Organization: SeaChange Marine Conservation Society
SeaChange Marine Conservation Society’s mission is marine education, conservation and restoration of nearshores within the Salish Sea in collaboration with coastal communities in British Columbia, Canada.
Location: Sidney, British Columbia, Tseychum First Nations
Other Organizations Involved: Peninsula Streams Society, Tseycum First Nations, University of Victoria Geography Dept., Coastal Ocean Resources, ShoreZone, Coastal Geologic Services, Inc.
The Traditional Territory of the Tseycum First Nations of Roberts Bay and Tsehum Harbour is located in what is now known as Sidney, BC, Canada on the northern end of the Saanich Peninsula. The shores of these two culturally significant areas have lost vast areas of marine nearshore habitat and biodiversity from years of development and resulting impacts. Social and ecological consequences of broken ties between communities and in traditional cultural practices need to be restored as much as possible during climate changes, which are increasing annually. Fundamental to that recovery is forming a baseline of knowledge of what lived in these two bays before the impacts. Use of Traditional Ecological Knowledge in combination with Western technical science will create a baseline of cultural and ecological information that will inform present and future conservation and restoration actions.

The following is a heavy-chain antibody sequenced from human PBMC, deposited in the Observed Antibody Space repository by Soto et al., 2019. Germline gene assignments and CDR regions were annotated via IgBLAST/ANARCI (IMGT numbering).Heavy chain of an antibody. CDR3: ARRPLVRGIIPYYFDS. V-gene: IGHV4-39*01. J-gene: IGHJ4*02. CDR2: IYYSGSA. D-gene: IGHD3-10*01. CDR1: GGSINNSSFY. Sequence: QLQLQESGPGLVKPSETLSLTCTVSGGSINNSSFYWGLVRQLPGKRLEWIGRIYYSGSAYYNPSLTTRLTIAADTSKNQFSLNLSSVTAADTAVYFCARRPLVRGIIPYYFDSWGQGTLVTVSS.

Environmental and Community Benefits from this project are presenting a longer-range perspective on the meaning of ecological baselines used for restoration of shorelines, and, potentially, a deeper comprehension by the wider community of what has been the legacy of development performed without an understanding of the cultural history and practices of surrounding Indigenous communities
The Main Beneficiaries of this project are the Tseycum Frist Nations and the wider community surrounding the two sites, including the Town of Sidney. Ultimately, this project could serve as an example of the process that can be undertaken, with respect, for more ecological baselines based both on Traditional Ecological Knowledge and on Western science.